Advertising firms struggle to kill malvertisements
In late September, advertisements appearing on a host of popular news and entertainment sites began serving up malicious code, infecting some visitors’ computers with a backdoor program designed to gather information on their systems and install additional malicious code.
The attack affected visitors to The Jerusalem Post, The Times of Israel, The Hindustan Times, Internet music service Last.fm, and India-focused movie portal Bollywood Hungama, among other popular sites. At the center of the malware campaign: the compromise of San Francisco-based Internet advertising network Zedo, an advertising provider for the sites, whose network was then used to distribute malicious ads.
For ten days, the company investigated multiple malware reports, retracing the attacker’s digital footsteps to identify the malicious files and shut the backdoor to its systems.
“Our system is now clean,” Francine Hardaway, marketing director, said in an e-mail exchange with Ars on September 29.
The incident highlights the dangers posed by attackers’ increasing use of advertising networks as a platform from which to target victims and distribute malware. Known as malvertising, the attack technique can be a fairly inexpensive way to infect systems and is often difficult to detect because the malicious advertisement is one of many delivered to visitors.
In the original attacks on visitors to The Jerusalem Post, The Times of Israel and Last.fm, for example, only every third advertisement included the malicious code, according to Malwarebytes, the security firm that originally detected the attacks coming from Zedo’s network on September 18. Often the rates of malware are much lower, with, for example, every 100th advertisement serving up malware.
“There is typically a rotation of ads,” Jerome Segura, senior security researcher at Malwarebytes Labs, told Ars Technica. “When you refresh the page, you will get different ads. We were not getting hit every single time.”
Responding to Malwarebytes’ reports and given impetus by Google’s shutdown of the advertising campaign, Zedo began investigating in earnest on September 19. The advertising provider first focused on its content delivery network after noticing that the malicious ads were still being delivered after deleting them from its internal systems.
“ZEDO has taken immediate action to detect and eliminate the malicious code that caused malware to be delivered inadvertently to some customers last week,” the company said in a statement announcing it was investigating the attacks on September 26.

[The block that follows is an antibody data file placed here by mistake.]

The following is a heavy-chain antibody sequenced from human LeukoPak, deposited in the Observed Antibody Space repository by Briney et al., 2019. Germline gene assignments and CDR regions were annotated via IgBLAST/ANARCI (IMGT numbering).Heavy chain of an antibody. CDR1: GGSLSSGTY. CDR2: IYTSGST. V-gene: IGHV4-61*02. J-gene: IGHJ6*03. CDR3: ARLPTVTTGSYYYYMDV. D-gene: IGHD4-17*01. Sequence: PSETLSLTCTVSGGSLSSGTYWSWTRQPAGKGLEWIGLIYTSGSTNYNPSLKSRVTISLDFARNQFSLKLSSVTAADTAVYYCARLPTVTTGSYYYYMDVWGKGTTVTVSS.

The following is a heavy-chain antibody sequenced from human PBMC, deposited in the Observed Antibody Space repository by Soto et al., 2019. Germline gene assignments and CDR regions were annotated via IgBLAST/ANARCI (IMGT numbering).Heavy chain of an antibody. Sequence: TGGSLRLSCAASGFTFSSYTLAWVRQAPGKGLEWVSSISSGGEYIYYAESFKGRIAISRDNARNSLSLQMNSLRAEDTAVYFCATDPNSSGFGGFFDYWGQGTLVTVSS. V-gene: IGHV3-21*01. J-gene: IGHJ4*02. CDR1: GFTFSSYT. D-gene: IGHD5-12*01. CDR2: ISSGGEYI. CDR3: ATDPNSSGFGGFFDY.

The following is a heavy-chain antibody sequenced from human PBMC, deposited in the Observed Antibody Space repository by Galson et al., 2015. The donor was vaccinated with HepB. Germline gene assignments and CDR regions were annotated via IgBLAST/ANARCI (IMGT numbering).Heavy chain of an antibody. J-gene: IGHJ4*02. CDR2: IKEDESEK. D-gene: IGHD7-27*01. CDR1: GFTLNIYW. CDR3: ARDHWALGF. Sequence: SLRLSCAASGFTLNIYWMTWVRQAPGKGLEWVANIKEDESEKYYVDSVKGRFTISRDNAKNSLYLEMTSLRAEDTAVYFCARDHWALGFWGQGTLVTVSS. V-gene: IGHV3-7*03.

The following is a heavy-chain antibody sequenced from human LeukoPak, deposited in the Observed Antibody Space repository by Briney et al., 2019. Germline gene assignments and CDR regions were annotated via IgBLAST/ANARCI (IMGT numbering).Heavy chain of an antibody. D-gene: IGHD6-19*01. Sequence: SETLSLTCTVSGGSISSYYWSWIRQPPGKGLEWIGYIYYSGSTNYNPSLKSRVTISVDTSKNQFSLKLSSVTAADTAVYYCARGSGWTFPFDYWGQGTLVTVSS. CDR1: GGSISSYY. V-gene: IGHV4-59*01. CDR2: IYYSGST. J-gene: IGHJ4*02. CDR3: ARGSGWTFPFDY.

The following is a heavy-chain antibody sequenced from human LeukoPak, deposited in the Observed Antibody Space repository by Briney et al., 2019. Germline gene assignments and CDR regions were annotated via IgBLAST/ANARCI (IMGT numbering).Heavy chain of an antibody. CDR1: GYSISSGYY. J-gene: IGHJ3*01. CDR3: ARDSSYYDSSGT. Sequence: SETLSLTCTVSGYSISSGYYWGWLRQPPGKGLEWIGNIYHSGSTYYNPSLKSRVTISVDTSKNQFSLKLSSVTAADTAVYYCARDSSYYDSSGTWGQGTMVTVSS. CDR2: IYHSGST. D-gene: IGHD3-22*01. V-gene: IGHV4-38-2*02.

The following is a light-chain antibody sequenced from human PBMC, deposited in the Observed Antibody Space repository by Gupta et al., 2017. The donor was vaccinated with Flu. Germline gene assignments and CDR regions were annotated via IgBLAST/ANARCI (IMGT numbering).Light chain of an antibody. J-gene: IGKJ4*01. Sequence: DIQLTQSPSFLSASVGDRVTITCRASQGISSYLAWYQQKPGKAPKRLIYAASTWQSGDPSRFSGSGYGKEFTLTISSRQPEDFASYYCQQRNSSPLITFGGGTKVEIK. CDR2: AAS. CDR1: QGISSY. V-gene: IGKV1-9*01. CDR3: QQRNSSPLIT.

On Sunday, however, another security firm, Barracuda Networks, detected continued attacks emanating from Zedo’s network and appearing on the websites of The Hindustan Times, India-focused movie portal Bollywood Hungama, and CodingForums.com, among others. The attacks showed signs of technical sophistication, limiting malicious functionality and using forged or stolen code signatures to appear legitimate, Daniel Peck, principal research scientist at Barracuda Labs, told Ars.
The techniques made it much harder to detect the attack initially and likely made this particular malvertising campaign more expensive for the attackers, he said.
“They essentially create a trap, where they will show benign ads to create a sense of trust and then they will turn malicious at the appropriate time to try to infect as many systems as possible and recoup that investment,” Peck said.
The countermeasures made detecting the malware that much harder.
After focusing on the content distribution network, Zedo’s continued investigation discovered that one of the online tools that it provides to advertisers had a vulnerability, allowing the attacker to infiltrate the company’s network.
“Attacker has uploaded PHP code which was capable of scanning system and getting access to some of the internal machines,” the network engineer responding to the incident wrote in a synopsis provided to Ars.
Zedo is not alone in being targeted by attackers. On September 30, Malwarebytes planned to publish an analysis of another attack involving Google’s Doubleclick, the OpenX ad exchange and First Impression ad services. It’s unclear where in the chain of advertising services that the malvertisement was introduced. The Examiner is among the sites impacted by the malvertising campaign, according to Malwarebytes.
“Upon our discovery we immediately notified Google, and, although they are not directly responsible, the publisher is trusting them to only allow ‘clean’ ads,” the company wrote in the analysis.
In Zedo’s case, the company believes that, this time, it has shut down the attacker’s access to its network. The company will continue to monitor its network for signs of intrusion, according to Zedo’s Hardaway.
“This compromise has been thoroughly researched and fixed … we’re on it 24:7,” she said.
Listing image by Courtesy of Malwarebytes